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Cochinita Pibil --- with Beef, is it doable or am I delusional?

l
laterible Aug 31, 2013 12:23 PM

So I had my heart set on making cochinita pibil for a holiday dinner for 15 people (Jewish new Year) and foolishly thought I could just sub in a different meat. But now that I am looking at it, it doesnt sound like the best idea. The reason I am fixated is that I want to impress relatives with the exotic banana leaves... even plantains... I looked around for beef or lamb in banana leaves and there are 2 options that come up:
Lamb Barbacoa http://www.patismexicantable.com/2012... OR
Beef with Guajillo saucehttp://www.food.com/recipe/beef-with-guajill...
oh yeah- and I even found an Omani lamb option...

I am now finding myself getting confused with the flavors and the cuisine (Mex vs ME) especially as the Barbacoa includes garbanzos which immed takes me to the ME.... I was going to use a rub of chiles and achiote and then have corn tortillas, but now that doesnt seem like it would work very well.
I need some clarity, some good advice and a dose of reality...
Thanks for all replies and suggestions (asap)!

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  1. paulj RE: laterible Aug 31, 2013 12:43 PM

    Garbanzos are used in Mexico. Like beef, pork and lamb they came from Spain. There are also areas of Mexico, like Merida in the south, that are known for Lebanese influences.

    http://www.patismexicantable.com/2011...

    I don't know of any reason why an achiote based rub couldn't be used on beef. The heavy use of achiote is more typical of the Yucatan (and Oaxaca) than the rest of Mexico.

    http://chowhound.chow.com/topics/9047...
    is a Costa Rican recipe for beef with achiote.

    2 Replies
    1. re: paulj
      l
      laterible RE: paulj Aug 31, 2013 01:05 PM

      interesting recipe and thanks for the response. the most important element to me is the banana leaves (exotic presentation) and as i thought, the sour orange doesnt really work with beef and certainly not lamb. in reading the recipe, it calls for achiote paste after the meat is done, to mix with the plantains? i have anatto seeds and i love the color and subtle flavor but wasnt sure it works with beef or lamb. do i just add in whole plantains into the banana leaf bundle and cook all together low and slow?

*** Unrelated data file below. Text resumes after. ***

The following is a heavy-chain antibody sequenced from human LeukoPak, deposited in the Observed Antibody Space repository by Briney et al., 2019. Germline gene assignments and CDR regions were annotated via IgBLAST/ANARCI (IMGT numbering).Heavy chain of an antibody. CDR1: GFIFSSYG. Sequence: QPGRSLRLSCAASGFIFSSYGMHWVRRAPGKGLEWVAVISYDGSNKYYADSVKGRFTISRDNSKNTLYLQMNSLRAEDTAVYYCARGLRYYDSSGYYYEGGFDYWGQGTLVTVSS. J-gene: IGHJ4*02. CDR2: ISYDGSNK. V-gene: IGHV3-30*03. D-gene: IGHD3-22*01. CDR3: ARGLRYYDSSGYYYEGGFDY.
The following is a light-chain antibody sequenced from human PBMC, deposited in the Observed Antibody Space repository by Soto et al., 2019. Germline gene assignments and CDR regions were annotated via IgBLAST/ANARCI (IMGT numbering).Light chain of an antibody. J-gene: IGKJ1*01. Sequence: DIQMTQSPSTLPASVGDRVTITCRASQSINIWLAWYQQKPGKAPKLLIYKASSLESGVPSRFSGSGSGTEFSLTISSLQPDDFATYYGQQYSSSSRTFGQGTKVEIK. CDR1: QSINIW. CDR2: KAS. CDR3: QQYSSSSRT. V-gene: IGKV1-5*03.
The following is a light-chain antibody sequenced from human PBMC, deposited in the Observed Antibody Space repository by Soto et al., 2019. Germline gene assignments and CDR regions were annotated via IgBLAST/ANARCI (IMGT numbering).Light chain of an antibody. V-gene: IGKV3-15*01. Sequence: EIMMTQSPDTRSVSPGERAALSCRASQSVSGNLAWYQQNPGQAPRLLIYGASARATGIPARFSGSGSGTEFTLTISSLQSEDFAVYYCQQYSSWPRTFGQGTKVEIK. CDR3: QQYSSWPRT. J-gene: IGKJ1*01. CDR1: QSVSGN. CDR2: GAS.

what cut of beef do you recommend using that would be comparable to pork shoulder? i was thinking either short ribs or 7 bone chuck. i may just go nuts and mix it together with leg of lamb...

      1. re: laterible
        r
        ratgirlagogo RE: laterible Aug 31, 2013 03:38 PM

        I think paulj is correct that you could do this with beef. I'm dubious about lamb in this recipe, and I am a huge lamb fiend.
        I think chuck would be perfect, actually.

    2. sbp RE: laterible Aug 31, 2013 05:24 PM

      I'd say you could easily substitute brisket or chuck for pork. Most of the flavors would work very well (oregano, cumin, achiote, garlic, etc....). The recipes for cochinita pibil I've looked at don't use chiles, but that should work well too.

      Kenji Lopez Alt does a beef barbacoa recipe that you might like as well.

      1. chefj RE: laterible Aug 31, 2013 05:30 PM

        Pavo(Turkey) Pibil is a good option if you do not want to do Pork,which for a Jewish holiday won't work. Same Marinade and method.
        We have often done it with Turkey Thighs at work and it is very good.
        You could also do Fish Filets rubbed with Achiote Paste wrapped in Banana Leaves.

        1 Reply
        1. re: chefj
          Soul Vole RE: chefj Aug 31, 2013 10:42 PM

          Or chicken -- pollo pibil. And in fact if it's the banana leaf flair you're after, the chicken/turkey/fish options in a way make more sense because they're traditionally cooked and served in small banana leaf bundles whereas cochinita pibil isn't.

          And as sbp said dried chile is not typically used in these dishes. Like most Yucatecan cuisine they're not spicy on their own. (The habanero salsas they're served with on the other hand can be ferociously hot.)

          Oh and don't forget the pickled red onion. :)

        2. JungMann RE: laterible Aug 31, 2013 10:45 PM

          I could see the pibil spices working with beef but if the main star is the banana leaves, there are lots of kosher mains you could make. I use banana leaves to cook fish and tamales far more often and easily.

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